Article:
Saturday, October 9, 2010

M1 and Shostak and Mish, oh my!

Dear Mish,

Back in July '08, you took a look at various measures of the money supply in relation to changing prices. You wrote:

The True Money Supply (TMS) was formulated by Murray Rothbard and represents the amount of money in the economy that is available for immediate use in exchange.

That's what we want, a measure of spending money. Spending-money is the money that affects prices. Spending-money facilitates transactions. The level of, and the changes in, money that facilitates transactions -- this is what affects prices.

Anyway, Mish, you then quoted Shostak, and you said:

Shostak rightfully excluded savings deposits because they are credit transactions (savings deposits are immediately lent out and are not really available on demand).

That's my focus here. Shostak excludes savings from spending-money, and Mish says Shostak has it right.

If you will allow me to reduce an economist's complicated discussion of TMS and MZM and M3 and M-prime and who-knows-what-all, to a simple, old-fashioned discussion of M1 and M2 money --

M1 is spending-money. M2 is M1 plus money in savings.

-- then we can say Shostak and Mish and I agree we should count M1 but not the money in savings. That's good. It is a mistake to think of M2 as the cause of inflation, because money in savings isn't spending-money and is not facilitating transactions. However, economists often do think of M2 money as a cause of inflation. (Maybe they got that from Milton Friedman and his MRTO graphs.)

By the same token, if we're considering the money that facilitates transactions, we probably ought to be considering the use of credit.

Anyway, I'm glad I'm not the only one who doesn't want to count the money in savings when we worry about inflation. There are at least three of us. Thanks, Mish.

But, Mish...

Shostak rightfully excluded savings deposits because they are credit transactions

I always thought of saving as not-a-transaction. I never thought of it as a credit transaction. But I think you're right, Mish. If my clan recently graduated from hunter-gatherers to an agricultural society, and I lend a neighbor some wheat, I expect him to pay me back (and then some) after the growing season. That's a credit transaction, even if it takes the whole growing season. Or maybe because it takes the whole season.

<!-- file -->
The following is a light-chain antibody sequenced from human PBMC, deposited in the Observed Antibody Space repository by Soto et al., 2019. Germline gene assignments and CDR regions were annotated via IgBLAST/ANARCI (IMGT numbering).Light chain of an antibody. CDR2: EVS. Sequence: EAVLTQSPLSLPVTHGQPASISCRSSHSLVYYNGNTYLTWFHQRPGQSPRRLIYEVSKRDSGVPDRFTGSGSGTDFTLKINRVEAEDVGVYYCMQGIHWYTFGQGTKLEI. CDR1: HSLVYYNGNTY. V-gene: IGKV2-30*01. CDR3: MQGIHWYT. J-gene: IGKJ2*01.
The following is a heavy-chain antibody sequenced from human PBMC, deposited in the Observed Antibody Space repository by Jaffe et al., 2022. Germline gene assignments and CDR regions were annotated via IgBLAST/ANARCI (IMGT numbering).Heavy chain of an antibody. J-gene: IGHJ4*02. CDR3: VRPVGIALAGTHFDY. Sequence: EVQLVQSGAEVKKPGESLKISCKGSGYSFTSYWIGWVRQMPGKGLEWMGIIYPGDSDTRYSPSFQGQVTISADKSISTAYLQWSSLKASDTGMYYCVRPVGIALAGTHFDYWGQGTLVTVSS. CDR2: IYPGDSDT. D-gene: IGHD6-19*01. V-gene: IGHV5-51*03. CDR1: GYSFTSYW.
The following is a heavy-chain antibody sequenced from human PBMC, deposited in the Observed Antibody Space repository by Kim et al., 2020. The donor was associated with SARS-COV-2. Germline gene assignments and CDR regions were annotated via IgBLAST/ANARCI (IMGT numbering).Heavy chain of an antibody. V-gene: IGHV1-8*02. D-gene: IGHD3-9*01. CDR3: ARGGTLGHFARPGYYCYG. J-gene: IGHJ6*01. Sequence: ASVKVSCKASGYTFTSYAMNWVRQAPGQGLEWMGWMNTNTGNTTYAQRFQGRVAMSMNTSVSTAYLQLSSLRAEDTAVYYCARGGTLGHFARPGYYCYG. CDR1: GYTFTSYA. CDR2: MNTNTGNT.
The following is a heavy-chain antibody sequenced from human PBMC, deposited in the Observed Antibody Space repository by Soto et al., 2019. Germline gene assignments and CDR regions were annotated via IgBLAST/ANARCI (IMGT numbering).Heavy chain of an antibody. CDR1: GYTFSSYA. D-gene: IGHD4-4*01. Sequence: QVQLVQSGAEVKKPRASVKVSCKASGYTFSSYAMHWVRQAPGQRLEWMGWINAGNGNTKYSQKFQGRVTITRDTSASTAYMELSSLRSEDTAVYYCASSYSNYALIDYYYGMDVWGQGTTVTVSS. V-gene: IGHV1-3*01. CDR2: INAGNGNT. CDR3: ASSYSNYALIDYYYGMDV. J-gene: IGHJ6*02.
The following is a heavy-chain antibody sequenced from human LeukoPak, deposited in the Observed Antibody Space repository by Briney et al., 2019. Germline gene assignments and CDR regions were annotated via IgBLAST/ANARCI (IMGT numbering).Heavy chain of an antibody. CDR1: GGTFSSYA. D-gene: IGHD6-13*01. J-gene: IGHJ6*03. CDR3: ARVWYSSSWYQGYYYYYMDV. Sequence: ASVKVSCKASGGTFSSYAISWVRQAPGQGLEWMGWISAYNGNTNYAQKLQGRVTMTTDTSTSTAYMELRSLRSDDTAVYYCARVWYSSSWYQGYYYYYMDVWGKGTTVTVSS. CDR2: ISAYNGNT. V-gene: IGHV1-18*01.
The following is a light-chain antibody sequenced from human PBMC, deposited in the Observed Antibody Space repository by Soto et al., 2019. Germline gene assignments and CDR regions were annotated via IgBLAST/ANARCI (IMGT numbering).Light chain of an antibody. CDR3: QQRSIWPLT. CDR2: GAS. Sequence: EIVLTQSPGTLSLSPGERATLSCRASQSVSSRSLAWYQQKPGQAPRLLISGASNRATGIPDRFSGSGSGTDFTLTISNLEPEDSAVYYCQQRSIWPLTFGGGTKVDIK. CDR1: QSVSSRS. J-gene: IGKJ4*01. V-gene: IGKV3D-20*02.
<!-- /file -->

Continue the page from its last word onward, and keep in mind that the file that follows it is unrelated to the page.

And if I save a dollar today, I expect to get it back with interest at some point down the road. It is a long-term transaction. A credit transaction. Mish, you're right about that.

(savings deposits are immediately lent out and are not really available on demand)

But I don't accept your claim that "savings deposits are immediately lent out." They are probably lent out -- in a growing economy, anyway, and the more so when the reliance on credit is excessive -- lent out more quickly than I imagine. But not immediately. It's just not realistic to say that.

And as for my savings being "not really available on demand," that's nonsense. As long as we don't all go down to the bank at once to get our savings, the money really is available on demand.

So Mish, (even though I do agree with you and Shostak, that savings ought not be counted in with the money that contributes to inflation) I do not buy at all your reason that savings should be excluded. I think you are trying too hard to find an explanation.

The thing is, Mish, people save money in order not to spend it. We don't want to count savings in with our spending-money, because we want to save our savings.

Doesn't that just make more sense, Mish? Yours,


No comments: